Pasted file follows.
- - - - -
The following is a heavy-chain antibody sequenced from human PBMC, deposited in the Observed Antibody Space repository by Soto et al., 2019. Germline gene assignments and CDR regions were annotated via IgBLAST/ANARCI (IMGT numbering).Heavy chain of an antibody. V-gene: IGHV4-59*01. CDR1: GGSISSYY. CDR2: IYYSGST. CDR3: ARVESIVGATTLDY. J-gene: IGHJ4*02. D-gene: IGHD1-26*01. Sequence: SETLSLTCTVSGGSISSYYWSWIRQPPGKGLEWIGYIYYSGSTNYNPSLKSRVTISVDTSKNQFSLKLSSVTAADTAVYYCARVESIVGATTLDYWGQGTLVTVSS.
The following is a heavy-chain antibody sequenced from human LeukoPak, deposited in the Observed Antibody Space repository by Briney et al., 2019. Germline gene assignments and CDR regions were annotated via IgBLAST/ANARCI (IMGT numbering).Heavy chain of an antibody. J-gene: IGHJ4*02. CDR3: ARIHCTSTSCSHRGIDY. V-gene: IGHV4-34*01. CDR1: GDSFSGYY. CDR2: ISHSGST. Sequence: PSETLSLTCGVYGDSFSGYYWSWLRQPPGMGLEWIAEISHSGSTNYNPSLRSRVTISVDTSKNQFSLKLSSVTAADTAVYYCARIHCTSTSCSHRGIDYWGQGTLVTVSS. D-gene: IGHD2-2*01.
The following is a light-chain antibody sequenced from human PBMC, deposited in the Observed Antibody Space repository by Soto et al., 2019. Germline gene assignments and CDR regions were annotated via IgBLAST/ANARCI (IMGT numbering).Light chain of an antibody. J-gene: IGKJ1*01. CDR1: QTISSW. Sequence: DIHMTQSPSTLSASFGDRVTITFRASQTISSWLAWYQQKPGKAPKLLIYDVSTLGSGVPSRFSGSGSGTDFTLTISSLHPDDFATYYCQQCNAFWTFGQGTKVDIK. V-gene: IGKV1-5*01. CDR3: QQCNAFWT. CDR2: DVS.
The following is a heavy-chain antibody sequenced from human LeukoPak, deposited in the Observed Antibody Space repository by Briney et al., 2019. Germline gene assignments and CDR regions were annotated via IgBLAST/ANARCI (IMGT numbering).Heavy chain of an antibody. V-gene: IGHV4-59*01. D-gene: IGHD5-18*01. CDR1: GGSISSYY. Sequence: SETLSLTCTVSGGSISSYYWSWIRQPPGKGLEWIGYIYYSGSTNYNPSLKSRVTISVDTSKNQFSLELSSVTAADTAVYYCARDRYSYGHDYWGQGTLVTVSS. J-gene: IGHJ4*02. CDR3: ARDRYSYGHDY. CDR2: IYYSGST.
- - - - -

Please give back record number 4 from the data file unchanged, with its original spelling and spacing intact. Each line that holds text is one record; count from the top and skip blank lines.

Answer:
The following is a heavy-chain antibody sequenced from human LeukoPak, deposited in the Observed Antibody Space repository by Briney et al., 2019. Germline gene assignments and CDR regions were annotated via IgBLAST/ANARCI (IMGT numbering).Heavy chain of an antibody. V-gene: IGHV4-59*01. D-gene: IGHD5-18*01. CDR1: GGSISSYY. Sequence: SETLSLTCTVSGGSISSYYWSWIRQPPGKGLEWIGYIYYSGSTNYNPSLKSRVTISVDTSKNQFSLELSSVTAADTAVYYCARDRYSYGHDYWGQGTLVTVSS. J-gene: IGHJ4*02. CDR3: ARDRYSYGHDY. CDR2: IYYSGST.